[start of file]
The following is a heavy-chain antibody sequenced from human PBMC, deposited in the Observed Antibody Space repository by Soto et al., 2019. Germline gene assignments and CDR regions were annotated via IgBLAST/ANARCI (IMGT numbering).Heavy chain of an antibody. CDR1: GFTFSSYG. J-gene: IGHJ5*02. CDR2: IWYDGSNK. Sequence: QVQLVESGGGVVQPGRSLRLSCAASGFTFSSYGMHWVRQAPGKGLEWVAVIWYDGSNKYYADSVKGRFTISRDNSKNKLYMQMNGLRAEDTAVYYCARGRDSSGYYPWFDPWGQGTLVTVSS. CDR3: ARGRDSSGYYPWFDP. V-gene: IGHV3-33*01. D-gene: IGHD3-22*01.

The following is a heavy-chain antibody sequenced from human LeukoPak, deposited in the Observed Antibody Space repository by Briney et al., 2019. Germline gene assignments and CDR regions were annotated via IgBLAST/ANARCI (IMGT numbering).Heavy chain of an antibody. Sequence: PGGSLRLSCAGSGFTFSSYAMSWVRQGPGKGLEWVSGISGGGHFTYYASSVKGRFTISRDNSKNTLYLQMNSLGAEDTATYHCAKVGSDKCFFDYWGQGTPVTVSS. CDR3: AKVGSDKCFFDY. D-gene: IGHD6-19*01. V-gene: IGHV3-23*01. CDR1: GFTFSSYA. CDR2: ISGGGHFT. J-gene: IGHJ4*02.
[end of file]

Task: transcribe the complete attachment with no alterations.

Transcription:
The following is a heavy-chain antibody sequenced from human PBMC, deposited in the Observed Antibody Space repository by Soto et al., 2019. Germline gene assignments and CDR regions were annotated via IgBLAST/ANARCI (IMGT numbering).Heavy chain of an antibody. CDR1: GFTFSSYG. J-gene: IGHJ5*02. CDR2: IWYDGSNK. Sequence: QVQLVESGGGVVQPGRSLRLSCAASGFTFSSYGMHWVRQAPGKGLEWVAVIWYDGSNKYYADSVKGRFTISRDNSKNKLYMQMNGLRAEDTAVYYCARGRDSSGYYPWFDPWGQGTLVTVSS. CDR3: ARGRDSSGYYPWFDP. V-gene: IGHV3-33*01. D-gene: IGHD3-22*01.

The following is a heavy-chain antibody sequenced from human LeukoPak, deposited in the Observed Antibody Space repository by Briney et al., 2019. Germline gene assignments and CDR regions were annotated via IgBLAST/ANARCI (IMGT numbering).Heavy chain of an antibody. Sequence: PGGSLRLSCAGSGFTFSSYAMSWVRQGPGKGLEWVSGISGGGHFTYYASSVKGRFTISRDNSKNTLYLQMNSLGAEDTATYHCAKVGSDKCFFDYWGQGTPVTVSS. CDR3: AKVGSDKCFFDY. D-gene: IGHD6-19*01. V-gene: IGHV3-23*01. CDR1: GFTFSSYA. CDR2: ISGGGHFT. J-gene: IGHJ4*02.